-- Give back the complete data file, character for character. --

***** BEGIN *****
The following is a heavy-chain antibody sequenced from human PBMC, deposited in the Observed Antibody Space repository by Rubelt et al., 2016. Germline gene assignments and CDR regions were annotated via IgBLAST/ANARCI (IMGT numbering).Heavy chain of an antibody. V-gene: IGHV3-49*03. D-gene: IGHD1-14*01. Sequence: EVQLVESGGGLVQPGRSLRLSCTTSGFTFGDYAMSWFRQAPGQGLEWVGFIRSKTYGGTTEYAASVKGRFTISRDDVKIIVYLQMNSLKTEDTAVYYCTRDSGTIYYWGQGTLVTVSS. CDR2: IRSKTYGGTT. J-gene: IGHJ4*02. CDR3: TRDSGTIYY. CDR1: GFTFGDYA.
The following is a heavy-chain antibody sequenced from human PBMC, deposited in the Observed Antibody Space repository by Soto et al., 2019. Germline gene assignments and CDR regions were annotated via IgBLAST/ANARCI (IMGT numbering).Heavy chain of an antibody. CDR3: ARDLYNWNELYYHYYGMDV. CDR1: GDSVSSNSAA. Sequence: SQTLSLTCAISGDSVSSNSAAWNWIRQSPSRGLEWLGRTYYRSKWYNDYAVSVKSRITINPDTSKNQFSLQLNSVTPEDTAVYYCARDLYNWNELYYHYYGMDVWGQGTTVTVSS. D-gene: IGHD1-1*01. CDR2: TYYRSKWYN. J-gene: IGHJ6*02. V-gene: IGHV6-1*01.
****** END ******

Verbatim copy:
The following is a heavy-chain antibody sequenced from human PBMC, deposited in the Observed Antibody Space repository by Rubelt et al., 2016. Germline gene assignments and CDR regions were annotated via IgBLAST/ANARCI (IMGT numbering).Heavy chain of an antibody. V-gene: IGHV3-49*03. D-gene: IGHD1-14*01. Sequence: EVQLVESGGGLVQPGRSLRLSCTTSGFTFGDYAMSWFRQAPGQGLEWVGFIRSKTYGGTTEYAASVKGRFTISRDDVKIIVYLQMNSLKTEDTAVYYCTRDSGTIYYWGQGTLVTVSS. CDR2: IRSKTYGGTT. J-gene: IGHJ4*02. CDR3: TRDSGTIYY. CDR1: GFTFGDYA.
The following is a heavy-chain antibody sequenced from human PBMC, deposited in the Observed Antibody Space repository by Soto et al., 2019. Germline gene assignments and CDR regions were annotated via IgBLAST/ANARCI (IMGT numbering).Heavy chain of an antibody. CDR3: ARDLYNWNELYYHYYGMDV. CDR1: GDSVSSNSAA. Sequence: SQTLSLTCAISGDSVSSNSAAWNWIRQSPSRGLEWLGRTYYRSKWYNDYAVSVKSRITINPDTSKNQFSLQLNSVTPEDTAVYYCARDLYNWNELYYHYYGMDVWGQGTTVTVSS. D-gene: IGHD1-1*01. CDR2: TYYRSKWYN. J-gene: IGHJ6*02. V-gene: IGHV6-1*01.